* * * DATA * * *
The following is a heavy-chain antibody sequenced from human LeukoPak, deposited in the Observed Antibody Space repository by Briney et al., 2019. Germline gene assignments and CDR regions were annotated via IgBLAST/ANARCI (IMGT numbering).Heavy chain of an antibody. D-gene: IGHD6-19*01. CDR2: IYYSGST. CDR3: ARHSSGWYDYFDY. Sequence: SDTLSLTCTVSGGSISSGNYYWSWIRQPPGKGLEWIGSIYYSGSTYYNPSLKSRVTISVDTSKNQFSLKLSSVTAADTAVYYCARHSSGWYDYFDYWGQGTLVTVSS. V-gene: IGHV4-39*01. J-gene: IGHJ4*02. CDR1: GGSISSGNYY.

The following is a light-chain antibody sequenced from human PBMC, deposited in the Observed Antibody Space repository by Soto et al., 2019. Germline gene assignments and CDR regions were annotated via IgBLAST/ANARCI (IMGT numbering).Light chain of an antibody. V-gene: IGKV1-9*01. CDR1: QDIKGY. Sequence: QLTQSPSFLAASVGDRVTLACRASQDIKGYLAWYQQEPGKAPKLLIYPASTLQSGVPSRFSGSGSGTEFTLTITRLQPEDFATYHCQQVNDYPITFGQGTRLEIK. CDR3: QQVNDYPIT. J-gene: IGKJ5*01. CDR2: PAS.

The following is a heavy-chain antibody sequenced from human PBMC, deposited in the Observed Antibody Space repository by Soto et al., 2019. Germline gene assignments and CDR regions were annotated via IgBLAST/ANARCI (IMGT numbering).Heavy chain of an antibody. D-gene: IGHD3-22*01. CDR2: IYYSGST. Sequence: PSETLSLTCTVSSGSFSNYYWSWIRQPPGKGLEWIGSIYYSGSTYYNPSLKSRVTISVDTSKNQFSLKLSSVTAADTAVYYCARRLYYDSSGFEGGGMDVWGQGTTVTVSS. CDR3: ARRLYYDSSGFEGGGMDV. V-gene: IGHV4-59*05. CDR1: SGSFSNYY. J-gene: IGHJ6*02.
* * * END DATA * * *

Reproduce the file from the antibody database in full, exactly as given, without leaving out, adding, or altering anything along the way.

The following is a heavy-chain antibody sequenced from human LeukoPak, deposited in the Observed Antibody Space repository by Briney et al., 2019. Germline gene assignments and CDR regions were annotated via IgBLAST/ANARCI (IMGT numbering).Heavy chain of an antibody. D-gene: IGHD6-19*01. CDR2: IYYSGST. CDR3: ARHSSGWYDYFDY. Sequence: SDTLSLTCTVSGGSISSGNYYWSWIRQPPGKGLEWIGSIYYSGSTYYNPSLKSRVTISVDTSKNQFSLKLSSVTAADTAVYYCARHSSGWYDYFDYWGQGTLVTVSS. V-gene: IGHV4-39*01. J-gene: IGHJ4*02. CDR1: GGSISSGNYY.

The following is a light-chain antibody sequenced from human PBMC, deposited in the Observed Antibody Space repository by Soto et al., 2019. Germline gene assignments and CDR regions were annotated via IgBLAST/ANARCI (IMGT numbering).Light chain of an antibody. V-gene: IGKV1-9*01. CDR1: QDIKGY. Sequence: QLTQSPSFLAASVGDRVTLACRASQDIKGYLAWYQQEPGKAPKLLIYPASTLQSGVPSRFSGSGSGTEFTLTITRLQPEDFATYHCQQVNDYPITFGQGTRLEIK. CDR3: QQVNDYPIT. J-gene: IGKJ5*01. CDR2: PAS.

The following is a heavy-chain antibody sequenced from human PBMC, deposited in the Observed Antibody Space repository by Soto et al., 2019. Germline gene assignments and CDR regions were annotated via IgBLAST/ANARCI (IMGT numbering).Heavy chain of an antibody. D-gene: IGHD3-22*01. CDR2: IYYSGST. Sequence: PSETLSLTCTVSSGSFSNYYWSWIRQPPGKGLEWIGSIYYSGSTYYNPSLKSRVTISVDTSKNQFSLKLSSVTAADTAVYYCARRLYYDSSGFEGGGMDVWGQGTTVTVSS. CDR3: ARRLYYDSSGFEGGGMDV. V-gene: IGHV4-59*05. CDR1: SGSFSNYY. J-gene: IGHJ6*02.